Over the years, the number of tourists coming to Israel on organized group tours grew fivefold. By the year 2000, Israel was hosting two million and four hundred thousand tourists a year. The number of tourists dipped in the wake of the second intifada, which began in September 2000 and lasted for four years. In 2005, tourism started to grow again. The number of tourists reached a new high in 2013 of over three million and five hundred thousand. The first half of 2014 also showed a lot of promise, until Operation Protective Edge (Tzuk Eitan) began in July in Gaza, stopping tourism in its tracks. By the first quarter of 2015, the number of tourists arriving in the country seemed to be rebounding.
Until about 2000, tourism to Israel was predominantly groups – and predominantly Christian groups. According to the figures collected by the Israeli Central Bureau of Statistic (CBS), Jewish visitors to Israel made up only 20 percent of the total arrivals in the country. When tourism plummeted due to the second intifada, the ratio of Jewish tourists rose to 42%. Since 2006, as the total number of tourists began to grow again, the percent of Jewish visitors has declined again. By 2013, Jewish travelers made up only 26% of all the tourists to Israel. Jewish tourists comprised a large segment of the visitors from France that year (63%) as well as from the US (45%), while they made up only 15% of tourists from Russia and 10% of visitors from Germany and Italy.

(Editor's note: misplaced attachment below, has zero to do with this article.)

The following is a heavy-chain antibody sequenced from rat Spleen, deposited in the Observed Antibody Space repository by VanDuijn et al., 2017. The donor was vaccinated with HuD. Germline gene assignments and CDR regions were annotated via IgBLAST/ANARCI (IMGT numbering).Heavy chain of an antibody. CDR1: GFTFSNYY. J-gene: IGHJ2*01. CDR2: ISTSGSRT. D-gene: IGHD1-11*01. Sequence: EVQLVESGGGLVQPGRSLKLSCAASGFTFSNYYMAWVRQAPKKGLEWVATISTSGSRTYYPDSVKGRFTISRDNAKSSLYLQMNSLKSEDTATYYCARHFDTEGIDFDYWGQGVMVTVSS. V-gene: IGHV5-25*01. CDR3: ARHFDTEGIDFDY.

The CBS figures also reflect the changing character of the traveler to Israel. Since 2004, the number of visitors traveling on their own and not as part of an organized group has been on the rise. Known in the tourism industry as FITs (Free or Foreign Individual or Independent Travelers), by 2013 their numbers grew to 40% of total travelers to Israel, up from less than 20% in the first decade of the twenty-first century. The ratio of FITs to group travelers continued to rise dramatically in 2014 and 2015.
The CBS statistics on the “purpose” of visits to Israel is also an indicator that the number of FITs is rising. Christian pilgrims, who almost always come in groups, generally state that their visit is for “religious purposes” and the percent of travelers stating that the purpose of their visit is pilgrimage or religious is declining dramatically. From a high of 50% in 2010, it declined to 22% in 2013. During the same period, the number of visitors declaring they are coming to Israel for “a vacation” has risen to 40%. The number of those visiting relatives in Israel has stayed more or less constant, at 20%, while business visitors are on the rise, reaching 10% of the total number in 2013. Another interesting figure is the rise in first-time visitors, which reached 55% in 2013 in contrast to visitors who had visited Israel a number of times. Another noteworthy phenomenon is the rise in the number of visitors to Tel Aviv. While Jerusalem is still the number one destination for the traveler to Israel – with 79% of all travelers spending time there in 2013, according to the CBS – the number of visitors to Tel Aviv has risen dramatically, with 66% of all visitors to Israel in 2013 hitting Tel Aviv.